In Canada, the issue has been posed even more sharply due to its geographical proximity and growing economic integration with the far more powerful United States. After much equivocation, the Chrétien Liberal government officially declined to join the US-led war on Iraq. But the Canadian military maintained behind the scenes collaboration with the US Navy and Air Force in the Persian Gulf region, even as US and British missiles were raining down on Baghdad. US Ambassador Paul Cellucci conceded that Canada provided far more significant military assistance to the US conquest of Iraq than most of the countries Washington had bribed and bullied into joining the “coalition of the willing”.

Nevertheless, Washington considers the support given by Canada as totally inadequate. It demands nothing less from its northern neighbour than the complete subordination of its economic, social and military policies to the ultra-reactionary goals of the Bush administration, that is, of the wealthiest and most predatory sections of the US ruling class.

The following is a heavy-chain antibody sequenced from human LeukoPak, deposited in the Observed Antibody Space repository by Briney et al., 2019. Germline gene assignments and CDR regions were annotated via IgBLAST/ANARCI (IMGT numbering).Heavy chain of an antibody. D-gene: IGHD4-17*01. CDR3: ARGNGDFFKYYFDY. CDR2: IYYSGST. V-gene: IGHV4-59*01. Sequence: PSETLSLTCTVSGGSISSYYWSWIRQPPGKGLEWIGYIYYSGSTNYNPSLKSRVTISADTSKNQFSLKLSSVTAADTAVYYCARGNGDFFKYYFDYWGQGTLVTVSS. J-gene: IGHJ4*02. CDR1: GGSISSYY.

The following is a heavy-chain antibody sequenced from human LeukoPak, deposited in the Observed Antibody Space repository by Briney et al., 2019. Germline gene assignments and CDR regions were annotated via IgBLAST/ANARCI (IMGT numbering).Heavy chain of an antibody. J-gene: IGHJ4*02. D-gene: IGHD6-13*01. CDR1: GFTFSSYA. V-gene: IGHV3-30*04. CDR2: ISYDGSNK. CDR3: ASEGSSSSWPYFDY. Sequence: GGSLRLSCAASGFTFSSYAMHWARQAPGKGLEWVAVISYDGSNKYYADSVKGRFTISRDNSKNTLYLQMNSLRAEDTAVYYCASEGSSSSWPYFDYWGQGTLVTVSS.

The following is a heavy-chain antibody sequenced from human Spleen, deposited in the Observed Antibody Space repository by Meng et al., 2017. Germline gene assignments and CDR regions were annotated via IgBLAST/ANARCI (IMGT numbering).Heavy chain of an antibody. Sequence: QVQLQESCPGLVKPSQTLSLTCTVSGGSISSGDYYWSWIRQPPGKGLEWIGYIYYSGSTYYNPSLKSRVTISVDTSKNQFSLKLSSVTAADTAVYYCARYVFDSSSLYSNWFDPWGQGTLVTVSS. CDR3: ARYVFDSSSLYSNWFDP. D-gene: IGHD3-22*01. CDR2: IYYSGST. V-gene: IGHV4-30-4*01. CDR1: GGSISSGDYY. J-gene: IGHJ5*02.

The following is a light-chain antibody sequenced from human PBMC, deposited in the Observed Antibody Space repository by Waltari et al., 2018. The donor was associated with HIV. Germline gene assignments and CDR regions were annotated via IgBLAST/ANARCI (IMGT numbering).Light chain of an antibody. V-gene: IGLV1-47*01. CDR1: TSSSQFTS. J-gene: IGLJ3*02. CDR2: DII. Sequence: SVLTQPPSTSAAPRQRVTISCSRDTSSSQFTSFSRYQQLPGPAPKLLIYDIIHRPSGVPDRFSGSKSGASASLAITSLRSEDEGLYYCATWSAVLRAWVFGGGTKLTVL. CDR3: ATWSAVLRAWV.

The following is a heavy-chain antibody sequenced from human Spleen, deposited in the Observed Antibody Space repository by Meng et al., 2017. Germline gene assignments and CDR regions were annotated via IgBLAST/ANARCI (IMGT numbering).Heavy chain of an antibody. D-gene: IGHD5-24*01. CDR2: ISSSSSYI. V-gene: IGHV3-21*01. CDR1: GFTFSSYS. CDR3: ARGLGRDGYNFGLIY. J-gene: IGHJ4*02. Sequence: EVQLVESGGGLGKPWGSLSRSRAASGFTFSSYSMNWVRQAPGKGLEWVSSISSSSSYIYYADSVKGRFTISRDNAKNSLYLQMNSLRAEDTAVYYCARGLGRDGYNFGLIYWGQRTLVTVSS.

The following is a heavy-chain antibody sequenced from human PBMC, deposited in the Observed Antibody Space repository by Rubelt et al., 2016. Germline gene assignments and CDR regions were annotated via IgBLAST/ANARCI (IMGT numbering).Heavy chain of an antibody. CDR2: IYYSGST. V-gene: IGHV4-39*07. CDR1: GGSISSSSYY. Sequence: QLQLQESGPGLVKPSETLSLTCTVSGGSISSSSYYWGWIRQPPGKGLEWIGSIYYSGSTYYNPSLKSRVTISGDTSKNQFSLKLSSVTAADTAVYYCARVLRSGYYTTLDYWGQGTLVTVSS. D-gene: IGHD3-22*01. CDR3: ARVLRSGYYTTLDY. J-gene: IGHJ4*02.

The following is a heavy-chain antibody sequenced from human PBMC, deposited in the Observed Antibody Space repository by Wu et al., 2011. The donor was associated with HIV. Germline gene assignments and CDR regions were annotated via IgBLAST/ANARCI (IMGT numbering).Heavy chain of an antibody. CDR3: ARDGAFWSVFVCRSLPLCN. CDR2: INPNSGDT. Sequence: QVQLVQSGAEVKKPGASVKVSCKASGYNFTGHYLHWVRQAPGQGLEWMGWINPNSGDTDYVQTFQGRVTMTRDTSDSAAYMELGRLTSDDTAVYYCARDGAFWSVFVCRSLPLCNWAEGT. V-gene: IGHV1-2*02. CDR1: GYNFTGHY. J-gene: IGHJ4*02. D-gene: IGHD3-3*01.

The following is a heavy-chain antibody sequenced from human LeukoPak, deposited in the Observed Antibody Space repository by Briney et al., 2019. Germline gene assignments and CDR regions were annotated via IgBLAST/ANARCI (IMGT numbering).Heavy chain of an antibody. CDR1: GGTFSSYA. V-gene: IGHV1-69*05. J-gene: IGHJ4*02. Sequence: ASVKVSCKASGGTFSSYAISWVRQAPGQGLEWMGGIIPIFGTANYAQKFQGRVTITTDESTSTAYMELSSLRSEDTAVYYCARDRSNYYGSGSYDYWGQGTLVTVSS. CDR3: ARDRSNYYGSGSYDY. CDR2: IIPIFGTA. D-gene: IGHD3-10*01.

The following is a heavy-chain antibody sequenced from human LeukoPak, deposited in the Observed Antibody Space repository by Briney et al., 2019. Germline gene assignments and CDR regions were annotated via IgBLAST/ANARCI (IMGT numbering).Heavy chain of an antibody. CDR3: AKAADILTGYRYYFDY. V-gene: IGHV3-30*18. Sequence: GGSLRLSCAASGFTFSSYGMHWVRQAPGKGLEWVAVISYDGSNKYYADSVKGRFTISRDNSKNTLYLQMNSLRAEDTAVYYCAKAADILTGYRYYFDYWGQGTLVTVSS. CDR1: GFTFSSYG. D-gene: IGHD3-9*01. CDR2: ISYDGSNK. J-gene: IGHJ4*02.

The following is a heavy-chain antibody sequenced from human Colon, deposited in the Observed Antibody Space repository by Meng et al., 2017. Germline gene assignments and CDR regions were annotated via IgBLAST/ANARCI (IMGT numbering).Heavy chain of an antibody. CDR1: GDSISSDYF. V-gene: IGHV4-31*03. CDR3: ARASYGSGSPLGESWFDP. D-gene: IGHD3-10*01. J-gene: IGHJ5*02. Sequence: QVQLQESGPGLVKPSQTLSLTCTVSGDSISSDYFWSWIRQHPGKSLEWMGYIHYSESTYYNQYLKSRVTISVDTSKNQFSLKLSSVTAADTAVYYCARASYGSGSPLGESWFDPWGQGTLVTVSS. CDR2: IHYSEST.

Much of Canada’s political and corporate elite has trumpeted the Bush administration’s repeated criticisms of the Chrétien government and angrily complained that faraway Australia has supplanted Canada as a US ally. Behind these attacks, lie not only the Canadian bourgeoisie’s anxiety to have a share of the booty from this and future US military adventures. But their hope that through closer political and economic integration with the US they will be able to intensify the assault against the working class.

Other sections of the establishment, including to some extent the present prime minister, have responded by stoking Canadian nationalism and anti-Americanism. They fear closer integration with the US will threaten their own economic and geo-political interests. They view Washington’s open disregard for international law as an incendiary factor in world politics, exacerbating all class tensions and reducing their room to assert the Canadian bourgeoisie’s independent predatory interests. Open identification with the right-wing extremists of the White House would also, they fear, undermine their ideological grip on the popular masses as it would give the lie to the fiction of a “kinder”, “gentler”, if not “pacific” Canadian capitalism.